Comeuppance and conjecture. Lots of buts and well, actually or sort of and maybes. By the end of the day I have moved from contrarian to hermit. I want to go where everyone doesn’t think that their sick is like my sick. Because everyone else tells me that my body should be trusted. That my body is my first home. That I should listen to everything my body is telling me. And I get it, I do. It’s very progressive in this twenty-first century to be body-centric and body-inclusive. We shift our language and place our belief and confidence in the power of the body.
“But,” I object, my body is the lie. My body is the betrayal. My body is the house come undone. The call is coming from inside the house. Humor becomes horrific.
In meditation they tell us to trust our minds – that all the mind is doing is helping and trying to protect us – they say “trust your nervous system.” So I come out of meditation. Because it is my nervous system that I cannot trust or, rather, I trust that it is no longer helping me – that is not its purpose anymore. It was robbed therefore so was I. So, a loss of trust. Perhaps, even, a violation since it is my immune system attacking me by way of the nervous system. Or vice versa. Sometimes you lose track of the villain in stories such as these.
After you face what is happening you must also stand back in wonder. You take note of the adaptations your body had already begun making in response to an illness yet to be found. There is an ease to the body’s response to sick, to the mind, within the self. When faced with sick the body will quickly and quietly adapt, softly, bit by bit into something else. Not the same body but also the same body. Making changes, edits, notes into the process of living. Your body goes into revision.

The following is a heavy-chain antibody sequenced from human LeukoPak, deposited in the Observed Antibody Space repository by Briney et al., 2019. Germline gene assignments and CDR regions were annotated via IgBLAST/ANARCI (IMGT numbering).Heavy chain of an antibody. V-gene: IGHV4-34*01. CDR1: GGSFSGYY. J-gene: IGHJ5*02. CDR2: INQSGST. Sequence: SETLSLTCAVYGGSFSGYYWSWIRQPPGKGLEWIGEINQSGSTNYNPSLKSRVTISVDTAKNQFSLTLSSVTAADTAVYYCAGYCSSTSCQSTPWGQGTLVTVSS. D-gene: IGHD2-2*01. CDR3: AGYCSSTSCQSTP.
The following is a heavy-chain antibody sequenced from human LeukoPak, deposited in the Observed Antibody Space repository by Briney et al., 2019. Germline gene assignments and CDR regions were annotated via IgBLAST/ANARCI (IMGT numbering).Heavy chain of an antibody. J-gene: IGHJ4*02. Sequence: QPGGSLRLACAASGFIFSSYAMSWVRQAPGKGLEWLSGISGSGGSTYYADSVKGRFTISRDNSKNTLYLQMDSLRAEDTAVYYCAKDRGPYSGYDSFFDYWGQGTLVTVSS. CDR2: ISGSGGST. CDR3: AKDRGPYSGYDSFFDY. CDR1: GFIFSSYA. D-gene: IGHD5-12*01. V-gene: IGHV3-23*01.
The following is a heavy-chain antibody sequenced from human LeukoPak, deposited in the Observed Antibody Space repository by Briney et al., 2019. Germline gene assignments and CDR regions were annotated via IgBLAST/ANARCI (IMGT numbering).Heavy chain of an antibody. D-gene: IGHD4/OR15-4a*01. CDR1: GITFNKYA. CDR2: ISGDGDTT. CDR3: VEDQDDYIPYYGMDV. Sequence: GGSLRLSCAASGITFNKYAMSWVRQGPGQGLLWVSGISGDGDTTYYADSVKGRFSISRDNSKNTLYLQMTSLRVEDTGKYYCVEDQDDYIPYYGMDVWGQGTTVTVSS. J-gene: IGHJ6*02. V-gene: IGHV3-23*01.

Acceptance -- I have had dozens of MRIs in the last decade. I’d always assumed they would be silent cocoons. Not wells of cacophonic violence set upon your ears and mind. I think, when I’m inside, thank goodness for Philip Glass. Maybe this was how he started. He heard a beauty in this somewhere. I used to be able to fall asleep in them but the last few have been moments of fantasy. Perhaps it is because I have now reached that age for single, childless women when my choices and circumstance are in technicolor.
Now, when they tell me to listen to your body I adjust. Ten years have passed and I hear it and adapt it to how it fits me – which is what we’re all supposed to be doing anyway.
But there is a residue. To be in such a constant state of objection and flux, to be the very body of evidence that proves the lie. Maybe, I say quietly, this still applies to me. I say this whenever the word love stands in for listen.
It has been years now. I don’t think of this too much anymore. But then I see someone rush down the stairs. Maybe to work, maybe to home, maybe to nothing but the next act. I see the flight.
And I ache.
Linda Chavers is from Washington, DC and obtained the PhD in African American Literature from Harvard University in 2013. A hybrid academic she writes on pain and memory and she teaches on Black Womens Voices in the #MeToo movement. She lives in Cambridge, MA with her beloved 4 year old Westie, Biggie Smalls and when she's not working she is in bed.
www.lindachaverswrites.com Books: Violent Disruptions: American Imaginations of Racial Anxiety in William Faulkner and Richard Wright (Peter Lang USA: 2018) This Body Is Never Yours (Gazing Grain Press: 2017)